Accountability & School Reform Initiatives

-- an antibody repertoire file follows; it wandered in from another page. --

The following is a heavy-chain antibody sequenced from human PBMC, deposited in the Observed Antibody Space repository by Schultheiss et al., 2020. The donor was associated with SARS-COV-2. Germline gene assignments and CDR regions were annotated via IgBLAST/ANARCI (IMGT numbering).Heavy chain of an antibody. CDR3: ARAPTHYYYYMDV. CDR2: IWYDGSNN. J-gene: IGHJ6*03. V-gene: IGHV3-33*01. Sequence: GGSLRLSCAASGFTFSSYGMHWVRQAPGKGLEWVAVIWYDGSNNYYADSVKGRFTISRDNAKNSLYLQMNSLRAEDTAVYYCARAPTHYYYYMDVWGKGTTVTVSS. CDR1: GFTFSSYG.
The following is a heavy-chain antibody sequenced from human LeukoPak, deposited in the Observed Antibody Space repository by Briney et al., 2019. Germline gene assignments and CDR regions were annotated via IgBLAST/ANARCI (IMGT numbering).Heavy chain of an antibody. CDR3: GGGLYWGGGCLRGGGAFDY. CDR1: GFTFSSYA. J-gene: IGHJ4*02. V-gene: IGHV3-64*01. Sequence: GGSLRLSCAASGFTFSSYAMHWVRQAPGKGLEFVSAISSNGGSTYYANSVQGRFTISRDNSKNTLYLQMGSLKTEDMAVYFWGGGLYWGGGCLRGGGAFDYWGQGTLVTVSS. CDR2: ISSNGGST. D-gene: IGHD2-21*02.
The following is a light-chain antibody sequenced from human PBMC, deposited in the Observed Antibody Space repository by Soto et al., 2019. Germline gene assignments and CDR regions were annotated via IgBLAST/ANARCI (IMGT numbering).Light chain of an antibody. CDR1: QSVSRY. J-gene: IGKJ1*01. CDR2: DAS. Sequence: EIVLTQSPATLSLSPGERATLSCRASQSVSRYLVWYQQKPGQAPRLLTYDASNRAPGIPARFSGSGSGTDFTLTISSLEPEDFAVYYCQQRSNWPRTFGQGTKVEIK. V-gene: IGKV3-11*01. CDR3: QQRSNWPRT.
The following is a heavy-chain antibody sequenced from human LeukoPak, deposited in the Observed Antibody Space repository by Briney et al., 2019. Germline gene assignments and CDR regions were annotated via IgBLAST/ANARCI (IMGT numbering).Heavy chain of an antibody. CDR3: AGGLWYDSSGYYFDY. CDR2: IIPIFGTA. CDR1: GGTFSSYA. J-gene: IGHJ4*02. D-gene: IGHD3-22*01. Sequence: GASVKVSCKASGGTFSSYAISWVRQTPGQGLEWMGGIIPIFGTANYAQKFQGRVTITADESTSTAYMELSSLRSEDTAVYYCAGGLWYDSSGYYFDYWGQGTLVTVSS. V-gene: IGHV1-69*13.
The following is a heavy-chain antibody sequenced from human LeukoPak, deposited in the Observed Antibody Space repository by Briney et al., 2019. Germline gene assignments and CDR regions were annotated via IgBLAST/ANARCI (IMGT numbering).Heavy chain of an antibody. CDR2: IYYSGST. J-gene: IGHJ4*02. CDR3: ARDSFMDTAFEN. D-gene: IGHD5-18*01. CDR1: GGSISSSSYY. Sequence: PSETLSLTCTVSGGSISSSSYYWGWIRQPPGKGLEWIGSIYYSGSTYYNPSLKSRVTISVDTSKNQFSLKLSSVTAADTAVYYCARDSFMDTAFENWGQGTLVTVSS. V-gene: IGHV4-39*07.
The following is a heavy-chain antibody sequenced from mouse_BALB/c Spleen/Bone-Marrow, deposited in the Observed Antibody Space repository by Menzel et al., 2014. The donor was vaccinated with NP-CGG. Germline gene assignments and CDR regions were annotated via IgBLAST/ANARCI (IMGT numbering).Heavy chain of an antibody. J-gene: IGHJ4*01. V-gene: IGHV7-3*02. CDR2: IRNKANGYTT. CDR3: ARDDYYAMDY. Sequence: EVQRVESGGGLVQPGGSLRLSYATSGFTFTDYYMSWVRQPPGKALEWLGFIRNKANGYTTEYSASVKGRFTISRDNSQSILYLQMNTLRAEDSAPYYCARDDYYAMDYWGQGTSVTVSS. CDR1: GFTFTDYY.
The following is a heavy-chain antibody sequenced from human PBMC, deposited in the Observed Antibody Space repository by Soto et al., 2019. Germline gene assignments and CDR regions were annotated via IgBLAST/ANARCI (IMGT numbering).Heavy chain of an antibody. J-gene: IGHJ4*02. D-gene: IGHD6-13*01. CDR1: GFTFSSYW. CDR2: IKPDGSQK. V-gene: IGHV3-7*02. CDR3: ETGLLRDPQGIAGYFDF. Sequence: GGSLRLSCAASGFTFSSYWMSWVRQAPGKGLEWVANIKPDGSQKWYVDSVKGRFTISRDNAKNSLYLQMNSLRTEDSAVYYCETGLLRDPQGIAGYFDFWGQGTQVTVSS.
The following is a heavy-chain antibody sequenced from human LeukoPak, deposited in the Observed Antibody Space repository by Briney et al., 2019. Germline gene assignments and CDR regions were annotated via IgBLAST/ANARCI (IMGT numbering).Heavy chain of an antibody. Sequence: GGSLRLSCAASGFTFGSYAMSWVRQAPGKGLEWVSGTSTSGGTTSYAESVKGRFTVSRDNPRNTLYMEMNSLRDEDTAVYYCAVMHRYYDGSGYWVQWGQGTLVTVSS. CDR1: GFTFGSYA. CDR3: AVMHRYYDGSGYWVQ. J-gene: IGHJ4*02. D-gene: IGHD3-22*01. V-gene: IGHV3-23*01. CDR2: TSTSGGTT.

The landmark 1983 report, A Nation at Risk, raised serious concerns over the achievement level of the nationís students, challenged policymakers and set in motion the accountability school reform movement. Individual states began adopting school accountability policies in the 1980s and 1990s and the movement reached the federal level with the passage of the No Child Left Behind Act (NCLB) in 2001. As a part of accountability, a number of states (and NCLB itself) require that schools that are deemed to be chronically failing students adopt various types of reform initiatives, from wholesale restructuring to the implementation of specific comprehensive school reform models. CEDR researchers have made important contributions to our knowledge of the implications of accountability and school reform initiatives. For more background on this, click here.